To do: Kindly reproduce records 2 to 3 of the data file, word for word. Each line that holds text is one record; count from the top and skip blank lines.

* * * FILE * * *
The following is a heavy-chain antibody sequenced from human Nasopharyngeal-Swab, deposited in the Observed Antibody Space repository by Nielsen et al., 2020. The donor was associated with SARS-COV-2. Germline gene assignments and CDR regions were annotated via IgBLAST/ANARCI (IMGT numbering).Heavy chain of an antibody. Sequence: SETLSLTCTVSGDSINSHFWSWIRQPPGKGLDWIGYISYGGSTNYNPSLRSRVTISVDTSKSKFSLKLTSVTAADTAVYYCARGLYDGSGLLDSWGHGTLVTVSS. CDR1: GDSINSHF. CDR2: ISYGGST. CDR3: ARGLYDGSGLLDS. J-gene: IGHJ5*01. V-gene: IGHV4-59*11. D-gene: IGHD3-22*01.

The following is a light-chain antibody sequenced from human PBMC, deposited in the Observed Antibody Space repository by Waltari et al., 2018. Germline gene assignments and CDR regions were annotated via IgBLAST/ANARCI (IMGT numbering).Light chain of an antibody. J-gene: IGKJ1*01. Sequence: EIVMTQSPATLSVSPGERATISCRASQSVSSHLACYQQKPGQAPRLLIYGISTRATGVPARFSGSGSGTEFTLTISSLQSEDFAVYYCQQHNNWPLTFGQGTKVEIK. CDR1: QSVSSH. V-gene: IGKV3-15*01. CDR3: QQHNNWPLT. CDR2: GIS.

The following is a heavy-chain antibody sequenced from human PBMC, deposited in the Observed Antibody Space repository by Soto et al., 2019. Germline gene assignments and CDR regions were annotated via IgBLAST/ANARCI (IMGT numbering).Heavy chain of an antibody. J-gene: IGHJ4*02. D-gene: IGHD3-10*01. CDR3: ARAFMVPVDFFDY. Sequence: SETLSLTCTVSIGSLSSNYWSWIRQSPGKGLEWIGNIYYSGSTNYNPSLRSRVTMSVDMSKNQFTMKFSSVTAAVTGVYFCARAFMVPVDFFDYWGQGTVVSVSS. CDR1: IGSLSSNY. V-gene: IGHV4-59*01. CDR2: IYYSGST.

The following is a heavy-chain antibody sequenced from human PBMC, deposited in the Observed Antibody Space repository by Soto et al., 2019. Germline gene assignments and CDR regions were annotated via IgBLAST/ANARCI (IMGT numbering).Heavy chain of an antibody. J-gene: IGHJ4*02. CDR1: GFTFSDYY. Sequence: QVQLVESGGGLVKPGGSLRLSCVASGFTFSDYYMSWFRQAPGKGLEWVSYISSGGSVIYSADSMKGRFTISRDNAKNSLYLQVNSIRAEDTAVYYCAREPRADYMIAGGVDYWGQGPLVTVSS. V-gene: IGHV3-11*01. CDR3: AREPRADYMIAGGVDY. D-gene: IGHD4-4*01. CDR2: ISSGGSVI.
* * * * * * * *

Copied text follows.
The following is a light-chain antibody sequenced from human PBMC, deposited in the Observed Antibody Space repository by Waltari et al., 2018. Germline gene assignments and CDR regions were annotated via IgBLAST/ANARCI (IMGT numbering).Light chain of an antibody. J-gene: IGKJ1*01. Sequence: EIVMTQSPATLSVSPGERATISCRASQSVSSHLACYQQKPGQAPRLLIYGISTRATGVPARFSGSGSGTEFTLTISSLQSEDFAVYYCQQHNNWPLTFGQGTKVEIK. CDR1: QSVSSH. V-gene: IGKV3-15*01. CDR3: QQHNNWPLT. CDR2: GIS.

The following is a heavy-chain antibody sequenced from human PBMC, deposited in the Observed Antibody Space repository by Soto et al., 2019. Germline gene assignments and CDR regions were annotated via IgBLAST/ANARCI (IMGT numbering).Heavy chain of an antibody. J-gene: IGHJ4*02. D-gene: IGHD3-10*01. CDR3: ARAFMVPVDFFDY. Sequence: SETLSLTCTVSIGSLSSNYWSWIRQSPGKGLEWIGNIYYSGSTNYNPSLRSRVTMSVDMSKNQFTMKFSSVTAAVTGVYFCARAFMVPVDFFDYWGQGTVVSVSS. CDR1: IGSLSSNY. V-gene: IGHV4-59*01. CDR2: IYYSGST.